Well, I was a seasonal from 2003-2012. It was really cool for the most part, and it was an excellent work experience. I got to travel in the offseason, and I got to work on my stand-up comedy career. I didn't have any money issues during college. I got to be a ski/snowboard bum. In my opinion, it was the ideal job for a single person in their twenties.
Do you feel you are adequately trained for what life in a fire as a forestry technician looks like?
No. I was trained physically. I was trained on how to be proficient and safe doing my job. But I was not at all prepared for the mental and emotional side of the job. When I was new, one thing I took notice of was the people who had been doing it 15-35 years all seemed really weird. My friends and I just sort of joked about it. But deep down, I could tell something wasn't quite right with some of these people. But I didn't put it together that their mental health had most-likely been damaged.
I wish I got a heads up on the signs and symptoms of mental health issues related to fire, but maybe in the early 2000s, we didn't know about it. Or perhaps it wasn't cool to talk about it. (I'm not bitter about this, but I hope there can be changes made on the educational side.)
Some of the mental health issues I've seen in fire probably aren't PTSD, but just extreme stress from the nature of the work. I think that should be talked about more too.
How does the job affect family life? How do I balance it?
It made family life difficult. I tried to balance it by leaving the crew and going to prevention and then dispatch. I tried to take fewer assignments and work less overtime. But it's hard to say no to an assignment or no to working on a day off when you have a hotshot mindset so, I couldn't balance it, which is one of the main reasons I resigned.
What's it like to deal with an injury during fire season?
I had two injuries that impacted my career. I injured my back a few weeks after the 2010 season while I was laid off. At the time of the injury, I was in the best shape of my life. I didn't handle it well mentally and developed a terrible attitude. The injury derailed my career goals. It made the 2011 and 2012 seasons challenging because I was not healthy and in constant pain. It took about 2.5 years to get back on track. I'm still bitter about the timing of the injury, and I'm angry at myself for how I handled it. For two years, I acted like a victim instead of just adapting to the situation. It wasn't until I stopped feeling sorry for myself that it started to heal.
On a fire in 2013, I dislocated my shoulder while swamping. I had to hike out about a mile. But I was able to get it back in the socket on my own before I got to the hospital. Surprisingly the FS and OWCP handled it all well. I got an MRI right away. Everything was paid for, including physical therapy. I got one bill, but I just mailed it back and said, "This ain't mine, bro." And then it magically got paid. The injury put me on light duty for two months in the middle of the season. I did all the physical therapy, and it healed alright. It has slid out of the socket a handful of times since then. It gets sore sometimes and makes weird sounds. But I'd say it's 85-90% of what it was before the injury. That injury didn't rattle me mentally as the back injury did.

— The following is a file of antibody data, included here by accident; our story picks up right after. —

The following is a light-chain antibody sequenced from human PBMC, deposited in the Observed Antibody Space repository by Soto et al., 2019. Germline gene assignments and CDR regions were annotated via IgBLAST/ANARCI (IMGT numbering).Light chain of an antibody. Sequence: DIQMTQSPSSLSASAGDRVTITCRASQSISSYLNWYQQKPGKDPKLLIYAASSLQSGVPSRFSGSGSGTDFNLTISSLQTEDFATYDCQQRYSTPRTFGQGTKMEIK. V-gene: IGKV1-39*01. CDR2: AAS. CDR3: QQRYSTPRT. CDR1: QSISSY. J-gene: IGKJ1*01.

I also had many minor injuries over the years; burns, insect bites/stings, etc. Random trips to the ER, but none of those sidelined me for more than a shift.
What do you lead by, and how do you stay relevant and engaged?
I like to think I lead by example, accountability, and empathy. It's vital for the people you lead to know you genuinely care about them. Show them you aren't afraid to admit your faults and ask for help. I think now I stay relevant by answering these questions – telling people my story because I'm sure there are others with similar stories, and maybe it can contribute to positive change. Perhaps somebody can learn from all the things I did wrong. I think I also stay relevant in my new career – teaching kids is a lot like a crew boss assignment. Most of the tactics that work for me are the same things I did when leading crews or squads. Kids are curious and ask cool questions about fire, and I like to tell them about it. Wildfires have impacted all my students in one way or another. I also worked with many of their parents. So, if I can tell them about fire or teach them some valuable life skills I learned in my career, then I'd say that's a win.
Right looks like this: It's a team/crew where the leader is valued as much as the brand-new person. Everybody knows what's expected of them and how to do their job. They understand why their job is important and how it contributes to the big picture and the team's success.
When things are right, individuals hold themselves accountable. The end product is clean and crispy. Something else to look for when it's right; the people laugh and smile...you can tell they love each other.